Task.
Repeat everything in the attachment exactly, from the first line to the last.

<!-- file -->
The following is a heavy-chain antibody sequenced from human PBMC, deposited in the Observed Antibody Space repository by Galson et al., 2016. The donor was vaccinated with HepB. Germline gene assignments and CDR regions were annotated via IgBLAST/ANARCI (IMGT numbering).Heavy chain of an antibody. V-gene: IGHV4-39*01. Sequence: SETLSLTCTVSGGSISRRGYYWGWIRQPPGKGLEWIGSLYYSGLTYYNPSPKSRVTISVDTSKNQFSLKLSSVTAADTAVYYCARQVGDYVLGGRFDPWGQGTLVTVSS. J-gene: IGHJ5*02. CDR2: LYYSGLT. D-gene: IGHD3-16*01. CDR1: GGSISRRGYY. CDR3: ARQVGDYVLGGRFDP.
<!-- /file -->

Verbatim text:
The following is a heavy-chain antibody sequenced from human PBMC, deposited in the Observed Antibody Space repository by Galson et al., 2016. The donor was vaccinated with HepB. Germline gene assignments and CDR regions were annotated via IgBLAST/ANARCI (IMGT numbering).Heavy chain of an antibody. V-gene: IGHV4-39*01. Sequence: SETLSLTCTVSGGSISRRGYYWGWIRQPPGKGLEWIGSLYYSGLTYYNPSPKSRVTISVDTSKNQFSLKLSSVTAADTAVYYCARQVGDYVLGGRFDPWGQGTLVTVSS. J-gene: IGHJ5*02. CDR2: LYYSGLT. D-gene: IGHD3-16*01. CDR1: GGSISRRGYY. CDR3: ARQVGDYVLGGRFDP.